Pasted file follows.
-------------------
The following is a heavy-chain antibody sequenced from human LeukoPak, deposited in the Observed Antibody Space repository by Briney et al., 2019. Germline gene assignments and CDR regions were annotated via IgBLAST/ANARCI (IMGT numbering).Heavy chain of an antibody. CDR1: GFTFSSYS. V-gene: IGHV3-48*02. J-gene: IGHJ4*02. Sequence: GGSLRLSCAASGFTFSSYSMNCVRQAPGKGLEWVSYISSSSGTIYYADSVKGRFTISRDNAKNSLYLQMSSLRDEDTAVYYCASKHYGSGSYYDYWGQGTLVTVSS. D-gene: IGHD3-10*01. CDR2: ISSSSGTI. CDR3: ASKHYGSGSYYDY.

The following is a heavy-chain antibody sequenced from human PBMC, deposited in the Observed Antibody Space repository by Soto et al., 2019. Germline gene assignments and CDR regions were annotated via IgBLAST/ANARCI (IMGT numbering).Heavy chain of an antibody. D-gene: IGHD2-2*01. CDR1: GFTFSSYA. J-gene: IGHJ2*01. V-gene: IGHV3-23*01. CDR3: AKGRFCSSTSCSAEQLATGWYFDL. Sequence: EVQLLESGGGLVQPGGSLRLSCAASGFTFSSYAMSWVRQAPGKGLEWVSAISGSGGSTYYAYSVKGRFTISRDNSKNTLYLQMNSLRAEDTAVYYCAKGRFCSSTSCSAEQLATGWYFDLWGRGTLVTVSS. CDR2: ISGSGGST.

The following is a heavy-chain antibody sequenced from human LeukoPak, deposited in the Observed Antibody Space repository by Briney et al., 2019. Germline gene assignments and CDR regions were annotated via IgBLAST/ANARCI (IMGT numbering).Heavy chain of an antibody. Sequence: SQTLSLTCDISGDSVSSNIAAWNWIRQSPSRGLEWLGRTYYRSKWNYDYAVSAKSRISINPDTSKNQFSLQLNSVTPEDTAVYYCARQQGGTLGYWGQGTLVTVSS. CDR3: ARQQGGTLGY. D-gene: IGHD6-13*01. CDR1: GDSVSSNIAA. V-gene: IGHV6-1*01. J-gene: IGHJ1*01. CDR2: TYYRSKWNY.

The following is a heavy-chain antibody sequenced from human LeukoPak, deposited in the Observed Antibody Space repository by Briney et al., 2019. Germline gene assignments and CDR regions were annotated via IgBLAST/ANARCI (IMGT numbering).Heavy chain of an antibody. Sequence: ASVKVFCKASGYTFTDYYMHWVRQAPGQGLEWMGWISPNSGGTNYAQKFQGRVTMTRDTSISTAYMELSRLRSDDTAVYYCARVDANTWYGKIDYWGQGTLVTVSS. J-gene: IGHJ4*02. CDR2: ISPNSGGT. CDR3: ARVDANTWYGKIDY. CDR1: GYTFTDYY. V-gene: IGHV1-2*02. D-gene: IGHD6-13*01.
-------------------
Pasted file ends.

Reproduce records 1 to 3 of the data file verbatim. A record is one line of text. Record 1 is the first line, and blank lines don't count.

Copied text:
The following is a heavy-chain antibody sequenced from human LeukoPak, deposited in the Observed Antibody Space repository by Briney et al., 2019. Germline gene assignments and CDR regions were annotated via IgBLAST/ANARCI (IMGT numbering).Heavy chain of an antibody. CDR1: GFTFSSYS. V-gene: IGHV3-48*02. J-gene: IGHJ4*02. Sequence: GGSLRLSCAASGFTFSSYSMNCVRQAPGKGLEWVSYISSSSGTIYYADSVKGRFTISRDNAKNSLYLQMSSLRDEDTAVYYCASKHYGSGSYYDYWGQGTLVTVSS. D-gene: IGHD3-10*01. CDR2: ISSSSGTI. CDR3: ASKHYGSGSYYDY.

The following is a heavy-chain antibody sequenced from human PBMC, deposited in the Observed Antibody Space repository by Soto et al., 2019. Germline gene assignments and CDR regions were annotated via IgBLAST/ANARCI (IMGT numbering).Heavy chain of an antibody. D-gene: IGHD2-2*01. CDR1: GFTFSSYA. J-gene: IGHJ2*01. V-gene: IGHV3-23*01. CDR3: AKGRFCSSTSCSAEQLATGWYFDL. Sequence: EVQLLESGGGLVQPGGSLRLSCAASGFTFSSYAMSWVRQAPGKGLEWVSAISGSGGSTYYAYSVKGRFTISRDNSKNTLYLQMNSLRAEDTAVYYCAKGRFCSSTSCSAEQLATGWYFDLWGRGTLVTVSS. CDR2: ISGSGGST.

The following is a heavy-chain antibody sequenced from human LeukoPak, deposited in the Observed Antibody Space repository by Briney et al., 2019. Germline gene assignments and CDR regions were annotated via IgBLAST/ANARCI (IMGT numbering).Heavy chain of an antibody. Sequence: SQTLSLTCDISGDSVSSNIAAWNWIRQSPSRGLEWLGRTYYRSKWNYDYAVSAKSRISINPDTSKNQFSLQLNSVTPEDTAVYYCARQQGGTLGYWGQGTLVTVSS. CDR3: ARQQGGTLGY. D-gene: IGHD6-13*01. CDR1: GDSVSSNIAA. V-gene: IGHV6-1*01. J-gene: IGHJ1*01. CDR2: TYYRSKWNY.